CAIRO: Two human rights groups filed complaints against Al-Azhar’s Islamic Research Center for publishing four books that they say tarnish the image of Islam. The United Group (UG) and Al-Andalus Institute for Tolerance and Anti-Violence Studies filed four complaints to the Attorney General, saying the books include “material that will have a negative impact on the image of Islam, Yasser Farag, UG media consultant, told Daily News Egypt.
The Islamic Research Center was responsible for reviewing and approving the four books for publication, he explained.
“It is one of center’s main duties, and if they hadn’t [reviewed it] then they should be punished, Farag added.
The complaints are filed against the chairman of the Islamic Research Center, Sheikh Ali Abdel Baki, the books’ publishers, as well as all the libraries and publishing houses that printed and promoted the books, Farag said.
The four books are “Al-Tabaqat Al-Kobrah, “Kaladah Al-Gawaher, “Al-Sarem Al-Batar fi Altasaday Li Al-Saharah Al-Ashrar, and “Al-Dur Al-Manthour, Farag said. Reportedly, the books talk about wizardry and sorcery, detailing to readers ways to fend off witchcraft.
The prosecution is expected to investigate into the matter soon, Farag said. Negad El-Borai, head of UG’s legal unit, believes that “those who had long been fighting freedom of expression [deeming it] against religion should be dealt with in the same way they deal with books they accuse of being anti-Islamic.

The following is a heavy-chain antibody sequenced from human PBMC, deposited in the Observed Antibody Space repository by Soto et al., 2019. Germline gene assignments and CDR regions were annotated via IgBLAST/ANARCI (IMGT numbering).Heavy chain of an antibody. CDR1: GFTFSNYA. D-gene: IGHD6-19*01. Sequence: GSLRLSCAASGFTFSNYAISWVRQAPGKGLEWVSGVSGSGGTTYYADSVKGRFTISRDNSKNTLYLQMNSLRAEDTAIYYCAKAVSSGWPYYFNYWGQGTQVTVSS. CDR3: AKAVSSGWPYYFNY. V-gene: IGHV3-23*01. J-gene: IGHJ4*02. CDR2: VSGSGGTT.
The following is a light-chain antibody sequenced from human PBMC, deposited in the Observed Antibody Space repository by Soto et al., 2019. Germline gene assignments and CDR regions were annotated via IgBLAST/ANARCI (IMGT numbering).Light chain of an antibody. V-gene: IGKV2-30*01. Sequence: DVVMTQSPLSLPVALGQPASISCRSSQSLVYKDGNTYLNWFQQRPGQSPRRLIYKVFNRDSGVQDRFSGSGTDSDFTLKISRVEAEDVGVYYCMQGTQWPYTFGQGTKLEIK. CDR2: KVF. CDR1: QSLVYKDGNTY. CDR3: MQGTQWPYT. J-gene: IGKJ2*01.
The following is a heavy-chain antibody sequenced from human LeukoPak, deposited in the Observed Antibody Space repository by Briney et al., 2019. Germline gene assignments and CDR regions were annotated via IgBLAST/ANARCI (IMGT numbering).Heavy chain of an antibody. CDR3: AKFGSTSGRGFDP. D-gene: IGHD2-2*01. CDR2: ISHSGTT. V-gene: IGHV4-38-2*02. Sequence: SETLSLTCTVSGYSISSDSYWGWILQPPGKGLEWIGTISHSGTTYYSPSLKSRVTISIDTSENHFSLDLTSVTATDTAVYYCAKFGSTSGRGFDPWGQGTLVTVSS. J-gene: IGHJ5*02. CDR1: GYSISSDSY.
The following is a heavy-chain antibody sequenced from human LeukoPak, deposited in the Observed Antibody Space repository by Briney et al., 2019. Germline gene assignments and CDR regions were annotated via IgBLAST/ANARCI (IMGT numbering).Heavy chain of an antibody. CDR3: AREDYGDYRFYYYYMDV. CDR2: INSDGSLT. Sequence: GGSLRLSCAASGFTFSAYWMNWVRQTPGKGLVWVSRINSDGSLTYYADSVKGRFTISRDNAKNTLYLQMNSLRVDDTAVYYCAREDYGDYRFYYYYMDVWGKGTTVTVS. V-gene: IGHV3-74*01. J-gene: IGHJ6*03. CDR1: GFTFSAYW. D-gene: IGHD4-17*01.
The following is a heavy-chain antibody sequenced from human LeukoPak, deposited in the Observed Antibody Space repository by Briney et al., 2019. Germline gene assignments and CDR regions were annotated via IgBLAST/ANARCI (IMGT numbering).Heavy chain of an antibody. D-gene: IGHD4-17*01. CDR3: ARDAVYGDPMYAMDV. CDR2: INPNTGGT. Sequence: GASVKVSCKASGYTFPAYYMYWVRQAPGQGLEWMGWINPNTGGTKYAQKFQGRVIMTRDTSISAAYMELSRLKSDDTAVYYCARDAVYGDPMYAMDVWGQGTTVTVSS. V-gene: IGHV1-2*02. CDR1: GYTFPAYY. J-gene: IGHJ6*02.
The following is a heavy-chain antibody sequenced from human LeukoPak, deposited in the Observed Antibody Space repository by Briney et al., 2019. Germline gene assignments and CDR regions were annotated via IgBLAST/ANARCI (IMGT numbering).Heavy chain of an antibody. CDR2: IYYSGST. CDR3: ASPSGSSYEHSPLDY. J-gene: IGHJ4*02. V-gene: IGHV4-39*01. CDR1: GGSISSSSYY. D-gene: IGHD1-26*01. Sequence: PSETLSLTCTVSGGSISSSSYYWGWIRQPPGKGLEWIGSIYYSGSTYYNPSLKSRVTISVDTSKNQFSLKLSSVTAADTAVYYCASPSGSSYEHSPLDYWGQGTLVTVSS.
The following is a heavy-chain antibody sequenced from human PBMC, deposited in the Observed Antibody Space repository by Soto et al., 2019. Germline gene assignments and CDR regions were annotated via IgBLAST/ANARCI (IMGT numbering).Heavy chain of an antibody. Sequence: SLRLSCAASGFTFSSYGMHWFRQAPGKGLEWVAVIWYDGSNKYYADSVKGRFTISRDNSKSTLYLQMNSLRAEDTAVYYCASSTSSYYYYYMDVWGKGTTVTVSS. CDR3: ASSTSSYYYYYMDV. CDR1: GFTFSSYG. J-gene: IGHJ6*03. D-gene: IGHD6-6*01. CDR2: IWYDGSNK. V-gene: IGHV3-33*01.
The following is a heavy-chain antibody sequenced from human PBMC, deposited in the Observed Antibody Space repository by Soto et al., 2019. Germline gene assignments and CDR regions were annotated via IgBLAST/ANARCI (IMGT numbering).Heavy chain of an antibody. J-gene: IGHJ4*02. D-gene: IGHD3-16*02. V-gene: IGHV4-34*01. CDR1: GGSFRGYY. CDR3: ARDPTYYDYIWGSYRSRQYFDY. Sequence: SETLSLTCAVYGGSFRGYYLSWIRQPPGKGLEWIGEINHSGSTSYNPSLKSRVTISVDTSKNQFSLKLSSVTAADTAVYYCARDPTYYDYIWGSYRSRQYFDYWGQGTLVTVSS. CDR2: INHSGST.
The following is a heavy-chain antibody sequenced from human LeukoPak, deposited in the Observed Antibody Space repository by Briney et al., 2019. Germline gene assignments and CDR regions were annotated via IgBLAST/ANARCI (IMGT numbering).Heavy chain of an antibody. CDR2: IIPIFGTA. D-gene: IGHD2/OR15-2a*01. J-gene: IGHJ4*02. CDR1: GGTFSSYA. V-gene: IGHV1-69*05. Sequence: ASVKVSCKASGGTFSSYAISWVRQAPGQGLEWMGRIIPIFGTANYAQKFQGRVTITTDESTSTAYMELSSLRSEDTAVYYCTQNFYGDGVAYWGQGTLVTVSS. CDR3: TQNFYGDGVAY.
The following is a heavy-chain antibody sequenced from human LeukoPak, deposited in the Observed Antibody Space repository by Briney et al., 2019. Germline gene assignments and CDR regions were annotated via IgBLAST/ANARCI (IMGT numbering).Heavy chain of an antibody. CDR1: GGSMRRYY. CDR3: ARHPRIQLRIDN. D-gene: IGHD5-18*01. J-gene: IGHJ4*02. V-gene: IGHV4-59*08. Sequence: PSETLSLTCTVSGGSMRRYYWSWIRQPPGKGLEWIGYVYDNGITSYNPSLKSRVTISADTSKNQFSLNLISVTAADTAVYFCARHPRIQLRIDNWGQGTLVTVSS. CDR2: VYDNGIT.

She criticized scholars who censor books dealing with philosophy, poetry and music, accusing them of tarnishing Islam’s image.
“They want those books, the stupid books that talk about magic, drinking camels’ urine and breastfeeding fatwas, which are the biggest insult to Islam, El-Borai said.
While Abdel Baki was unavailable for comment, Sheikh Mahmoud Ashour, member of the Islamic Research Center, told Daily News Egypt that he is aware of neither the complaints nor the books.
In June 2007, Al-Azhar’s role in publishing books was the center of controversy when Grand Mufti Ali Gomaa was asked to withdraw a book in which he claimed that Prophet Mohamed’s (PBUH) companions used to drink his urine, considering it a blessed act.
It was then decided that Al-Azhar is not required to review books issued by the institution but rather review and approve all other religious books authored by intellectuals and scholars before they are sold in the market.